Machine learning requires massive amounts of data to teach the model. But we're often uploading that data to machine learning cloud services run by folks like Amazon and Google, where it might be exposed to malicious actors. Can we use machine-learning-as-service and protect privacy?
Machine learning is one of the hottest topic in computer science today. So hot, in fact, that cloud providers are doing a good and rapidly growing business in machine-learning-as-a-service (MLaaS).
But these services come with a caveat: all the training data must be revealed to the service operator. Even if the service operator does not intentionally access the data, someone with nefarious motives may. Or their may be legal reasons to preserve privacy, such as with health data.
In a recent paper, Chiron: Privacy-preserving Machine Learning as a Service Tyler Hunt, of the University of Texas, and others, presents a system that preserves privacy while enabling the use of cloud MLaaS.
PRIVACY CUTS BOTH WAYS
While users may not wish to reveal their training data, the service providers have privacy concerns of their own. They typically do not allow customers to see the algorithms under their MLaaS technology.
To that end,
. . . Chiron conceals the training data from the service operator. [And] in keeping with how many existing ML-as-a-service platforms work, Chiron reveals neither the training algorithm nor the model structure to the user, providing only black-box access to the trained model.
Chiron uses Intel's Software Guard Extensions (SGX) secure enclaves, an architecture designed to increase the security of application code. But SGX alone isn't enough. Chiron also uses the SGX platform for Ryoan sandbox, a distributed, protected sandbox that secures untrusted user code from malicious infrastructure, such as you might find in the cloud.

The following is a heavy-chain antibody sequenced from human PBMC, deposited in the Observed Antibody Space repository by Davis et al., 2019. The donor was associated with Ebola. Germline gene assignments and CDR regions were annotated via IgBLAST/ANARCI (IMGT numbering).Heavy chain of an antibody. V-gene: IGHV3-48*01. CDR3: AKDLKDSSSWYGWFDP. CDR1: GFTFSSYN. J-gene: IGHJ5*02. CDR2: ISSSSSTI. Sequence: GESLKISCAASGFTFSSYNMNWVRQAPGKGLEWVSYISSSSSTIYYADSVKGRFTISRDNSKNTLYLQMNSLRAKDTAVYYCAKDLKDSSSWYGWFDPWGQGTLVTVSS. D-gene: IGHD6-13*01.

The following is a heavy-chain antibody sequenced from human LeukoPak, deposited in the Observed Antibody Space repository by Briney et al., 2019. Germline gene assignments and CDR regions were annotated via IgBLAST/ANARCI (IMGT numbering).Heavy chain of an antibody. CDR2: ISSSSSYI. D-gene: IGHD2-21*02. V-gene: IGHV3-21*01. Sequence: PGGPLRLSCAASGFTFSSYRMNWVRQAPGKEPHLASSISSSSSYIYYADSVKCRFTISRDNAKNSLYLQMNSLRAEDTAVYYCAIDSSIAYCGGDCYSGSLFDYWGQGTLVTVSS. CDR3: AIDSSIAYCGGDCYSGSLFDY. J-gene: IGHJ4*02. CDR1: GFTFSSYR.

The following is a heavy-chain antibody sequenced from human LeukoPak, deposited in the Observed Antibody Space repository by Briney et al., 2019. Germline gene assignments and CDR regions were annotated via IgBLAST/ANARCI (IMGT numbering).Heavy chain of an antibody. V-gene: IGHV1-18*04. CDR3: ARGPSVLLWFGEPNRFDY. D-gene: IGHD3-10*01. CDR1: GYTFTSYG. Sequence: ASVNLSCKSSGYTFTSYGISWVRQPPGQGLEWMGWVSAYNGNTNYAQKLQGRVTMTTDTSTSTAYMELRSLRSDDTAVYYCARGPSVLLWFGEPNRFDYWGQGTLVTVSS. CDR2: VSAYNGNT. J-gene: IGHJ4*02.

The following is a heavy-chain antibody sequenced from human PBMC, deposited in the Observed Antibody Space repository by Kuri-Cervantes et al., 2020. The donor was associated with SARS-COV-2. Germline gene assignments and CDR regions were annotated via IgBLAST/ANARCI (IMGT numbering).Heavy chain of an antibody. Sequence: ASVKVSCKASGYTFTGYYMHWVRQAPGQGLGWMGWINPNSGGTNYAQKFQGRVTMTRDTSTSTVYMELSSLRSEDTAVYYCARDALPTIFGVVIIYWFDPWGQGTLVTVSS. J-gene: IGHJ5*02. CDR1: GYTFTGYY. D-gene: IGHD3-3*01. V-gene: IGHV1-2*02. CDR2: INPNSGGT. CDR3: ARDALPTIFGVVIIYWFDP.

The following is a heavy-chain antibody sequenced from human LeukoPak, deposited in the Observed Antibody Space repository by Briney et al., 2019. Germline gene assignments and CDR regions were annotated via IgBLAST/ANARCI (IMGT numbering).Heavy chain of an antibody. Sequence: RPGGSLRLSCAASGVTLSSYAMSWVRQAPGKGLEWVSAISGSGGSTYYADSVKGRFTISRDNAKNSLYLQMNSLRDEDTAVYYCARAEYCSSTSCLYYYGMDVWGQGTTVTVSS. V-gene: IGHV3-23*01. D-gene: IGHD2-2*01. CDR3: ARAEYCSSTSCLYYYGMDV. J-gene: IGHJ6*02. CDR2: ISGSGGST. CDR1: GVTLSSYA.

Chiron's goal is to protect the user's training data, as well as trained model queries and outputs, while in the cloud.
To that end:
We assume that the entire platform is untrusted, including the . . . operating system and hypervisor. The attacker could be the machine's owner and operator, a curious or even malicious administrator, or an invader who has taken control of the OS and/or hypervisor. The attacker . . . could even be a malicious OS developer and add functionality that directly records user input.
Since trained models can leak training data through certain queries, Chiron ensures that only the entity that supplied the training data can query the resulting model. Even an attacker with complete control of the infrastructure could not query the model to access training data. It seems comprehensive enough, but there are issues with the underlying hardware.
SGX itself is not bulletproof. In particular, Intel's Performance Monitoring Unit (PMU), enables an untrusted platform to peer deeply into what the system is doing.
The current specification for SGX allows privileged software to manipulate the page tables of an enclave to observe its code and data trace at page-level granularity. This can lead to devastating attacks. . . .
Since Chiron relies on Intel's SGX, it can't be used with GPUs, since these lack an SGX-like facility. So the current implementation is far from ideal until the GPU vendors also start taking security seriously.
Despite the limitations, Hunt et. al. tested Chiron and found that its performance was competitive with standard, unprotected, infrastructures.
THE STORAGE BITS TAKE
The little Dutch boy had it easy: he could plug a hole in the dike with one finger. In our modern, massive data world, there are millions of holes, exploitable in thousands of ways.
Perfect security doesn't seem likely, but we can certainly do better than we have been; right, Facebook? If we can make it harder, we'll knock out the cyber street criminals - muggers - and leave the field to big, well-financed players, against which we can field big, well-financed, tools, such as Chiron.